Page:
By Conrad Dudderar
Senior Staff Writer
The Yukon City Council voted 4-1 at its Tuesday night meeting to postpone making any revisions to an emergency proclamation that could have mandated masks in public during the COVID-19 pandemic.
Mayor Shelli Selby voted no, against postponing action. Selby – after receiving input from members of Yukon’s COVID-19 Task Force – had proposed revising her emergency proclamation to require people to wear masks while in public until Dec. 10 in the City of Yukon.
But Yukon’s mayor emphasized that she wanted the entire city council to make the decision.
During a study session before Tuesday night’s council meeting, Selby quoted statistics from the Canadian County Health Department indicating COVID-19 active daily cases had doubled in recent weeks.
She pointed to recent closures of City of Yukon facilities, positive tests among Yukon fire and police personnel and full patient capacity at local hospitals due to COVID cases.
Yukon’s mayor did acknowledge a mask mandate would be difficult to enforce.
“What do I want from all of this?” Selby said. “I want people to do the right thing and wear a mask without having to be told to. I don’t want to do a mask mandate.
“But folks, we’ve been trying this for six months and it’s just not working. I don’t vote for what I want; I vote for what’s best for Yukon.”
Yukon’s mayor believes having a mask mandate would help the economy because people won’t shop or eat here without one.
But Selby was the only council member advocating for a citywide mask requirement Tuesday night.
Vice Mayor Jeff Wootton said he’s been against the city council having a mask mandate, saying that’s crossing the line.
“I’m not saying we should not be using masks; I use one every day,” said Wootton, a Yukon schoolteacher. “I think that’s our choice.”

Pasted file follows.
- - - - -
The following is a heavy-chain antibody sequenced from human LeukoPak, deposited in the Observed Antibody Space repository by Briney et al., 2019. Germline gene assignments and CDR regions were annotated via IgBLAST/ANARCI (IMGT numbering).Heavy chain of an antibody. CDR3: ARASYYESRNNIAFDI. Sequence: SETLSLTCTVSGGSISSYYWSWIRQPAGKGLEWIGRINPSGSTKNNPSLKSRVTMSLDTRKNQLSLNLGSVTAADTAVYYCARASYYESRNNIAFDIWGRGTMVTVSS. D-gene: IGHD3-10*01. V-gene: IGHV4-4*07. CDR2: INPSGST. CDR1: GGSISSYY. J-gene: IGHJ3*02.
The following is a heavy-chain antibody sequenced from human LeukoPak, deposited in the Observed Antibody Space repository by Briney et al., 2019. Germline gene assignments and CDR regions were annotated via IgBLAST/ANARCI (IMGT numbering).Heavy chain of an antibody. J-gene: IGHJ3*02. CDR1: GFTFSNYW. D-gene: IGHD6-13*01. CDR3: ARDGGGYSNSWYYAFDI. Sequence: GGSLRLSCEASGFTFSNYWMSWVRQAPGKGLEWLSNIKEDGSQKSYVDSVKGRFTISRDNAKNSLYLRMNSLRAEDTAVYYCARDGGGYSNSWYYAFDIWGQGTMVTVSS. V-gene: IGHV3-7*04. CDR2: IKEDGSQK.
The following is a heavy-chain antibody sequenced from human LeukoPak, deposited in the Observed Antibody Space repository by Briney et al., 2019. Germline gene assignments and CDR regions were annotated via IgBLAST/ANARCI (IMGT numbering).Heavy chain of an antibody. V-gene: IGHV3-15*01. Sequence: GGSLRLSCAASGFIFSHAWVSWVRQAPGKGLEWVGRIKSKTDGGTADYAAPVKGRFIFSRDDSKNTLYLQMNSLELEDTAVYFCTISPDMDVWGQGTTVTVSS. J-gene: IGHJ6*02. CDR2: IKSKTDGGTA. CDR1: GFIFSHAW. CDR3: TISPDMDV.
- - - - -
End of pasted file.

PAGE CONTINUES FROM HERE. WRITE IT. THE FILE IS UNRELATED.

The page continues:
Ward 3 City Council Member Donna Yanda said she didn’t think people should be “forced to do anything” but be “smart in what they do.” Yanda also believes COVID-19 case numbers have been inflated.
“It’s sometimes being used as a tool for financial gain in certain situations,” she opined.
Several council members and residents referred to vagueness in the draft language of the proposed change, which states the public must wear masks “at all times” while in public.
“I can’t vote for it as it sits,” Ward 4 City Council Member Aric Gilliland said. “It doesn’t say ‘if you’re in groups’ or ‘if you’re near people’. It says, ‘if you’re in public’.”
As the proposed proclamation revision is now written, Gilliland said someone could be fined for not wearing a face mask when walking to their mailbox. There also are no medical exemptions provided in the draft.
Gilliland cited statistics indicating Oklahoma City’s mask mandate – in effect since July 17 – has made little difference in curbing the increase in COVID-19 cases.
Ward 1 City Councilman Rick Cacini made the motion to postpone, saying further study was needed on the current proposed revision to the emergency ordinance. He said the document “has some holes in it.”
“As you can see, it’s not going anywhere,” Cacini said.
AGREE TO DISAGREE
Yukon’s current COVID-19 emergency proclamation requires restaurant servers, bartenders and cooks to wear masks on duty and anyone who enters a city-owned building to don a face covering to protect city employees.
Mayor Selby said she created the COVID-19 Task Force to rebut criticism she was making decisions on her own. She said she received input from city administrators, fellow council members and many medical professionals before signing the current proclamation.
After last week’s task force meeting, the mayor related that members agreed “it was time for the city council to make some decisions.”
Most task force members wanted a mask mandate, and those who didn’t at least wanted the council to vote on the item.
Near the end of Tuesday night’s meeting after the 4-1 vote to postpone indefinitely, both Vice Mayor Wootton and Council Member Gilliland told Mayor Selby they respected her for her stance although they disagree with her on this issue.
“I will have her back because I know she’s operating in what she believes is the best interest of the people of Yukon,” Gilliland said.
Before closing the meeting, Yukon’s mayor joined fellow council members in thanking residents who came out to speak on the issue.
“That’s why it’s great that we can live in America,” Selby said. “We can disagree and still work together. We have that ability to speak our mind and to say what we want to.”
About a dozen Yukon-area residents gave the city council their opinions about the proposed mask requirement during Tuesday night’s meeting (see related story).